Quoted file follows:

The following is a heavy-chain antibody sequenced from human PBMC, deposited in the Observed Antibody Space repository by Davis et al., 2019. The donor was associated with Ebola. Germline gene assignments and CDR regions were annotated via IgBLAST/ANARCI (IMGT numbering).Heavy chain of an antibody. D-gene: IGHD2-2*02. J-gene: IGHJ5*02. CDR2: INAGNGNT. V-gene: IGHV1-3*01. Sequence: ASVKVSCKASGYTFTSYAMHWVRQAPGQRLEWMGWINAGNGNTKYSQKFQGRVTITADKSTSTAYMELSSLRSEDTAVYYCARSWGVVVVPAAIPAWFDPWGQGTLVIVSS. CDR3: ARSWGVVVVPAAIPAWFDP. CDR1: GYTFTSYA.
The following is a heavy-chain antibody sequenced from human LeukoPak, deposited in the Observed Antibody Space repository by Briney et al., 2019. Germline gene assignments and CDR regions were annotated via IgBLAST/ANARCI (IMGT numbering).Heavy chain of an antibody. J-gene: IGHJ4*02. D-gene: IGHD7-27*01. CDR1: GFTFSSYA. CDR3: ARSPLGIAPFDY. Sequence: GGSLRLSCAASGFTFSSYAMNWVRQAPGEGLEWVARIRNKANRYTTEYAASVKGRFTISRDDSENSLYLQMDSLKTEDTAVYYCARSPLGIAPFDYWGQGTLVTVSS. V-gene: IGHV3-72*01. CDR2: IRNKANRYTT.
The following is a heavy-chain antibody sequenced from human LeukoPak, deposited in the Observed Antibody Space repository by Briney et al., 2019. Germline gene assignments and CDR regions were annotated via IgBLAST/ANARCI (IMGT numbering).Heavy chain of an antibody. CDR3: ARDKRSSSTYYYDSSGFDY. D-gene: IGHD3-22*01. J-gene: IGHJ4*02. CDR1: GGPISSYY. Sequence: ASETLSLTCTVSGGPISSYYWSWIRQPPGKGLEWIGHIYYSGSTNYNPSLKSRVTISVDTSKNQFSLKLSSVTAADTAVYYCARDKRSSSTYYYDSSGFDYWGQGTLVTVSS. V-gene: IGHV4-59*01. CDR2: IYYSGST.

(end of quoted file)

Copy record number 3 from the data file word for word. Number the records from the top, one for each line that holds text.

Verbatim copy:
The following is a heavy-chain antibody sequenced from human LeukoPak, deposited in the Observed Antibody Space repository by Briney et al., 2019. Germline gene assignments and CDR regions were annotated via IgBLAST/ANARCI (IMGT numbering).Heavy chain of an antibody. CDR3: ARDKRSSSTYYYDSSGFDY. D-gene: IGHD3-22*01. J-gene: IGHJ4*02. CDR1: GGPISSYY. Sequence: ASETLSLTCTVSGGPISSYYWSWIRQPPGKGLEWIGHIYYSGSTNYNPSLKSRVTISVDTSKNQFSLKLSSVTAADTAVYYCARDKRSSSTYYYDSSGFDYWGQGTLVTVSS. V-gene: IGHV4-59*01. CDR2: IYYSGST.